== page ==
Home » Sinopec to conduct feasibility study for new refinery in Sri Lanka

Sinopec to conduct feasibility study for new refinery in Sri Lanka


April 26, Colombo (LNW): Chinese state energy giant Sinopec is pushing for greater access to Sri Lanka’s market, where rival India is also seeking to expand its presence, as it looks to build its first fully-controlled overseas refinery, reflecting a change in the firm’s global strategy to compensate for slowing demand growth at home.

Sinopec, the world’s largest oil refiner, is expected to complete a feasibility study by June for a plant at the Chinese-run Hambantota port, after winning Colombo’s approval last November, official soureces confirmed. 

While the China-based sources say the investment, which Colombo pegged at $4.5 billion as the country’s largest-ever foreign investment, is commercially driven, neighbouring India is pushing a rival plan to build a fuel products pipeline to the island nation southeast of the subcontinent.

This move, which is a major change in Sinopec’s foreign strategy, is perceived as a reaction to China’s slowing increase in demand.

The proposed investment, estimated at $4.5bn by Sri Lankan officials, would be the country’s largest-ever foreign investment.

While the initiative is commercially driven, it also places Sinopec in competition with India, which is promoting a rival plan to build a fuel products pipeline to Sri Lanka.

State-owned Indian Oil Corporation is currently the second-largest fuel supplier to Sri Lanka, following government-owned Ceylon Petroleum.

Sinopec’s investment in Sri Lanka, along with another project in Saudi Arabia, is part of a broader effort to leverage the company’s expertise and financial resources for global expansion.

This comes as oil demand in China approaches its peak amidst economic slowdown and the rise of electric vehicles.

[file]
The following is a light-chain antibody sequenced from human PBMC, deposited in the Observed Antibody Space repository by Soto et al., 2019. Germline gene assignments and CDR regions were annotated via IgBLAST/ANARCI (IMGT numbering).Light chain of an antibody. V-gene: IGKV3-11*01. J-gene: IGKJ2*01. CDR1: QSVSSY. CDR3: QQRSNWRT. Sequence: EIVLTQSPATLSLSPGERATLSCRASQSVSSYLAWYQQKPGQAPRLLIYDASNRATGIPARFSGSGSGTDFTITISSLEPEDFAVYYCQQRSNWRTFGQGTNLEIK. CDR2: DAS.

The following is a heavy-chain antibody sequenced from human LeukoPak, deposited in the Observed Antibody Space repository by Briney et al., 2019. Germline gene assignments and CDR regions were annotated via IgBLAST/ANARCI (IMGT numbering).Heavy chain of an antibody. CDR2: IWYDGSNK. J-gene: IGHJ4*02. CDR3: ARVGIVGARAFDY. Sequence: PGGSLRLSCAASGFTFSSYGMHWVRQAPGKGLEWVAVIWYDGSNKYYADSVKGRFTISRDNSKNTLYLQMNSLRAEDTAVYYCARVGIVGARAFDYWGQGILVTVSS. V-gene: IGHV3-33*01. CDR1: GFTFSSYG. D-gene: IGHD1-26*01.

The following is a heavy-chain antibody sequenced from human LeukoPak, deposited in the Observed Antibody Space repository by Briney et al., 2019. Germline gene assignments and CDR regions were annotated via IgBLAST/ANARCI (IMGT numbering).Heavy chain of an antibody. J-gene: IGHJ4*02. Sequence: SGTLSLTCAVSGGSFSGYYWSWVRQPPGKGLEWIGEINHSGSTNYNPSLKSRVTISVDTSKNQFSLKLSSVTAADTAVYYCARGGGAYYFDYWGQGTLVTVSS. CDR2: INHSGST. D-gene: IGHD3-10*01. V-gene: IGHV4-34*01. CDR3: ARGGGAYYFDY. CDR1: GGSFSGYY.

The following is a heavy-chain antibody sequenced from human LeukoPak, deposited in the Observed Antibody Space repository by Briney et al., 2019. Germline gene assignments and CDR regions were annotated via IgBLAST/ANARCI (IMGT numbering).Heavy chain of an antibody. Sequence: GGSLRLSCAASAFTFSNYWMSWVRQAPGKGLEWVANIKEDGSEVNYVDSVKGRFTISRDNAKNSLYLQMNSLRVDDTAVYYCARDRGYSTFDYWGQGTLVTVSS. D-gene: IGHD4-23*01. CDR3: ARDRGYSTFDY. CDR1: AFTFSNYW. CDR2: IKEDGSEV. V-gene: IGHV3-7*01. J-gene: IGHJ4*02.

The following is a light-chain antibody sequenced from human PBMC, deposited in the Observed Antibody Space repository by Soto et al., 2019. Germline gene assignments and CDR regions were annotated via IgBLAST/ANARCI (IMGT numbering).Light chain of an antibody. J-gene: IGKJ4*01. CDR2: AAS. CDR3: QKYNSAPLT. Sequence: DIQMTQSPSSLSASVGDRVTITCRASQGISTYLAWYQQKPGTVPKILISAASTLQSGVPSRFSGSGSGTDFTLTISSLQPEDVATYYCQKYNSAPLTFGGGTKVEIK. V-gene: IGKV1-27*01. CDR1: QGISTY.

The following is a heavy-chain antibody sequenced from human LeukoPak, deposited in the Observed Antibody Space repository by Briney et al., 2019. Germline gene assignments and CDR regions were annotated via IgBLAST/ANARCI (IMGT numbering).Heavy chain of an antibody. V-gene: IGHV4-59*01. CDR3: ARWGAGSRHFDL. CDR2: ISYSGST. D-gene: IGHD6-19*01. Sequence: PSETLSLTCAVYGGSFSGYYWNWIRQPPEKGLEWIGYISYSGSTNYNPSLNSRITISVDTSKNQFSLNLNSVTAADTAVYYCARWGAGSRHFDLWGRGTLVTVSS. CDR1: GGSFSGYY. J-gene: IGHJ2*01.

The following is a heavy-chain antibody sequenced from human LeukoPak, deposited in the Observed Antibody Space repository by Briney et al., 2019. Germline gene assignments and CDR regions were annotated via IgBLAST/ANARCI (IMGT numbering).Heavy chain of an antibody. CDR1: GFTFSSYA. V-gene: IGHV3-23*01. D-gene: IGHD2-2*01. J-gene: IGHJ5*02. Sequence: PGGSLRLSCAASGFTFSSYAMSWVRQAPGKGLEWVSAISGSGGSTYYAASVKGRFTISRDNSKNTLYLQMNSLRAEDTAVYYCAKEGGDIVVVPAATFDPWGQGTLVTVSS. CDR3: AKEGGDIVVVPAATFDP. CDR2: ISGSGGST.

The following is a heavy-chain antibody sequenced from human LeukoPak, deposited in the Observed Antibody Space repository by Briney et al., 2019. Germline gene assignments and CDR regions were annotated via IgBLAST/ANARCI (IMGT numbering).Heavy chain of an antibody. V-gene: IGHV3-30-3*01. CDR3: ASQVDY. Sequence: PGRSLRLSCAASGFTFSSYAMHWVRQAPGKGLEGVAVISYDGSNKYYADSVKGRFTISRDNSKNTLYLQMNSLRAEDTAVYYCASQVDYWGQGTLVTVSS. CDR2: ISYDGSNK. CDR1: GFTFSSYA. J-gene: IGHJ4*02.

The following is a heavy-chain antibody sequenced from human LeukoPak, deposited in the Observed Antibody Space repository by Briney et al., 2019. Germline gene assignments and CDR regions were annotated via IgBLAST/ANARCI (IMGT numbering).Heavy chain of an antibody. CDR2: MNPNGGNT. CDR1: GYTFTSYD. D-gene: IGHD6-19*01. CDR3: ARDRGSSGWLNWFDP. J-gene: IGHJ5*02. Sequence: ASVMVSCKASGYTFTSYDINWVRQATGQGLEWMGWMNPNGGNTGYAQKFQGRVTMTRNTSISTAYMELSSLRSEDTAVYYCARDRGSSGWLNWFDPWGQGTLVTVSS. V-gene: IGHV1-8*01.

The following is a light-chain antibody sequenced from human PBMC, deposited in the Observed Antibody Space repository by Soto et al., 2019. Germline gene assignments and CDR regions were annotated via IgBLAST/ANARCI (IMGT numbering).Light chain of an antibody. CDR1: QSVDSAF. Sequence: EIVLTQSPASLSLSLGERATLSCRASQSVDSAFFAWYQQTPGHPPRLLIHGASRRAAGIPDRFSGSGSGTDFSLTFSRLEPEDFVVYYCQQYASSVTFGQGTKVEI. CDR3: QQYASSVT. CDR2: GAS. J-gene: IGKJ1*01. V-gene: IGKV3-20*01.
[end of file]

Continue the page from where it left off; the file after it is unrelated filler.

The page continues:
The company’s international investment strategy has evolved following a decline in Chinese oil and gas investments abroad, which dropped to $344m in 2023 from a record $31bn in 2012, the report said, citing London Stock Exchange Group data.

In negotiations with Colombo, Sinopec is seeking greater access to the import-reliant Sri Lankan market, a critical factor for its final investment decision.

Sri Lanka, facing a foreign exchange crisis, desires a refinery that would satisfy 20% of its domestic fuel needs and allow for exports to generate hard currency.However, Sinopec believes focusing on domestic sales could be more profitable.

The company is considering constructing either a 160,000 barrels per day (bpd) refinery or two phased 100,000bpd plants, primarily producing gasoline and diesel.

Sinopec has been requesting more accommodating conditions for the project’s domestic marketing share for several months now, but Colombo has not agreed.

Sinopec declined to comment and requests for comments from India’s foreign ministry and Indian Oil Corporation did not elicit a response, the publication said.

Sri Lanka’s power and energy minister, Kanchana Wijesekera, has indicated that the government is maintaining its stipulation for the refinery’s output and expects Sinopec to sign an investment agreement by June.

Sinopec’s Hambantota project is a top priority, alongside a significant investment in expanding a refinery into a petrochemical complex at Saudi Arabia’s Yanbu port, in partnership with Saudi Aramco.

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